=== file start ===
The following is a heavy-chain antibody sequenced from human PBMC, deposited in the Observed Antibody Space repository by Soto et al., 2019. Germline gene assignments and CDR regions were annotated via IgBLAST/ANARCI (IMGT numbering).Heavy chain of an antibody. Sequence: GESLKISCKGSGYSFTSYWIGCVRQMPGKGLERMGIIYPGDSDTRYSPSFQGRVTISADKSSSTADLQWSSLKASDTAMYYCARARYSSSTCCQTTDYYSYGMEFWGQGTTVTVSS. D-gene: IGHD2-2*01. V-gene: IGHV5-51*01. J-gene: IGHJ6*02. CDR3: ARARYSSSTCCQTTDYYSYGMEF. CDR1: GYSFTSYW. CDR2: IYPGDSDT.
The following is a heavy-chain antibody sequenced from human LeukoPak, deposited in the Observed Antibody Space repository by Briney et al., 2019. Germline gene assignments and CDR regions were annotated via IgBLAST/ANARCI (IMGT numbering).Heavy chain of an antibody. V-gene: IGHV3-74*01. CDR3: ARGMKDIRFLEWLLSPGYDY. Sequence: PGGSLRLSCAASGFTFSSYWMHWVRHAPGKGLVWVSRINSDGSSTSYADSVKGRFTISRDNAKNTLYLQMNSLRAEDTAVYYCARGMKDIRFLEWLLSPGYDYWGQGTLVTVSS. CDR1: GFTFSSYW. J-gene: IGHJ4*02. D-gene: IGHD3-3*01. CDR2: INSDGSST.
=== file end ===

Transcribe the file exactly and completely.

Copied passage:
The following is a heavy-chain antibody sequenced from human PBMC, deposited in the Observed Antibody Space repository by Soto et al., 2019. Germline gene assignments and CDR regions were annotated via IgBLAST/ANARCI (IMGT numbering).Heavy chain of an antibody. Sequence: GESLKISCKGSGYSFTSYWIGCVRQMPGKGLERMGIIYPGDSDTRYSPSFQGRVTISADKSSSTADLQWSSLKASDTAMYYCARARYSSSTCCQTTDYYSYGMEFWGQGTTVTVSS. D-gene: IGHD2-2*01. V-gene: IGHV5-51*01. J-gene: IGHJ6*02. CDR3: ARARYSSSTCCQTTDYYSYGMEF. CDR1: GYSFTSYW. CDR2: IYPGDSDT.
The following is a heavy-chain antibody sequenced from human LeukoPak, deposited in the Observed Antibody Space repository by Briney et al., 2019. Germline gene assignments and CDR regions were annotated via IgBLAST/ANARCI (IMGT numbering).Heavy chain of an antibody. V-gene: IGHV3-74*01. CDR3: ARGMKDIRFLEWLLSPGYDY. Sequence: PGGSLRLSCAASGFTFSSYWMHWVRHAPGKGLVWVSRINSDGSSTSYADSVKGRFTISRDNAKNTLYLQMNSLRAEDTAVYYCARGMKDIRFLEWLLSPGYDYWGQGTLVTVSS. CDR1: GFTFSSYW. J-gene: IGHJ4*02. D-gene: IGHD3-3*01. CDR2: INSDGSST.